A logbook is a simple tool that can build confidence and help swimmers be more focused at practice. Olympian Cody Miller uses his logbook for recognizing wins, building confidence and instilling trust in the process.
Olympic gold medalist breaststroker Cody Miller has been tearing up YouTube with his video channel.
Miller’s videos provide a candid behind-the-scenes of the life of a professional swimmer.
The Olympic gold medalist gives candid advice to swimmers through his Q and A videos, captures the grind of full-time training at Indiana, and sprinkles in non-swimming content such as movie reviews.
In a recent Q and A, Miller answered a question from a fan on whether he writes out his swim practices in a logbook.
He explained that after practice he gets into his car, cracks open a notebook, and writes out the details of the swim workout.
“I log all of my workouts. I log the volume, I log the type of workout we did, I log the sets,” said Miller.
There are a few different things that writing out his workouts in a notebook do for him.
The benefits of keeping a logbook
For starters, it provides a place where he can recognize where he is crushing it and how he can be better.
“It’s like a highlight reel where I write down the highlights of each practice, things I did better, things I could have done better,” says Miller.
This type of self-monitoring, whether it’s grading your effort after practice, or staying on top of your training goals, or evaluating ways you can improve, is a common characteristic of elite athletes.
Becoming a better and faster swimmer is a relentless journey. There are countless things we are trying to improve in the water, from our technique, our starts, our turns, our mobility, and on and on.
Using a logbook can help you become a more self-aware swimmer when it is used for reflection and for plotting what is next.
Elite swimmers learn quicker from their missteps, and a logbook is an ideal place to chart how you are going to come back better tomorrow.
Miller’s logbook is a tool for self-confidence.
In the same way that Missy Franklin used a Confidence Jar before big competitions to remind herself of all the awesome work she had done, Miller uses his logbook as an inventory of epic performances.
Having them there, on paper, serves as a powerful reminder of all the hard work he has done. Flipping through the sets, the workouts, the moments of excellence, that would otherwise get lost to the fog of months of training are there, infusing him with confidence.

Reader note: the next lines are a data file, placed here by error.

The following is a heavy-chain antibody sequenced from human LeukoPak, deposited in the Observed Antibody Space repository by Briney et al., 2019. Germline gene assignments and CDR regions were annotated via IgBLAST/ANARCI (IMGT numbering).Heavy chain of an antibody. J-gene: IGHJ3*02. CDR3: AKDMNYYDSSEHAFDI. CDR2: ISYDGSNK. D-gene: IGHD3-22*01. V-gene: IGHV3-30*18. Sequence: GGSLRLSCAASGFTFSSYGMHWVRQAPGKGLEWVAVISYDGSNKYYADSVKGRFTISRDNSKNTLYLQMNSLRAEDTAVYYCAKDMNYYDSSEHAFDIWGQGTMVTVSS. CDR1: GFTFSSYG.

“It’s reinforcing the truthful notion that you’ve been making progress,” says Miller. “That you’ve been doing things that are making you better.”
Swimmers often gloss over their achievements in training, preferring to focus on the things that went wrong, the missteps, the failures. This happens especially during times of stress and uncertainty (like the night before a super important meet, ahem).
Self-confidence for swimmers happens when we see a pattern of excellence in what we are doing in the water, and a logbook is a perfect place to keep inventory of those moments.
A logbook gives you confidence in the process.
Doubt and uncertainty ebb and flow over the course of the season. We have a bad workout and wonder if we are getting worse. A competitor bursts through, making us second-guess our preparation and training.
A logbook is more than just a collection of sets and intervals, it’s a reminder to trust in your process.
“I like to have data, I like to have an idea of where I’m at, I like to know,” says Miller. “I think it’s good for building confidence.”
Although Miller uses his logbook as a way to track and evaluate how his training is going, he recognizes that this approach isn’t necessary for everyone. One of his training mates at Indiana, Blake Pieroni, who, by Miller’s estimation, logs little to nothing.
“He just trusts that the plan and the program, that his coach is giving him is working…and that’s good enough for him.”
But for the rest of us, the swimmers who aren’t always brimming with confidence and certainty, having the story of our swimming on paper helps us see the journey for what it is, and not what it feels like.
Logging your workouts for faster swimming.
Miller is not alone among elite swimmers in writing out practices.
Caeleb Dressel jots out detailed notes and thoughts on his swimming in a blank notebook.
Katie Ledecky used a logbook as a tool for opening up communication between herself and her age group coach, Yuri Suguiyama.
And Janet Evans, legendary distance ace, wrote out her swim practices, which helped her reflect on her swimming and keep her motivated.
Curious about starting your own logbook?
There are other guides and posts on the site that detail best practices for logging.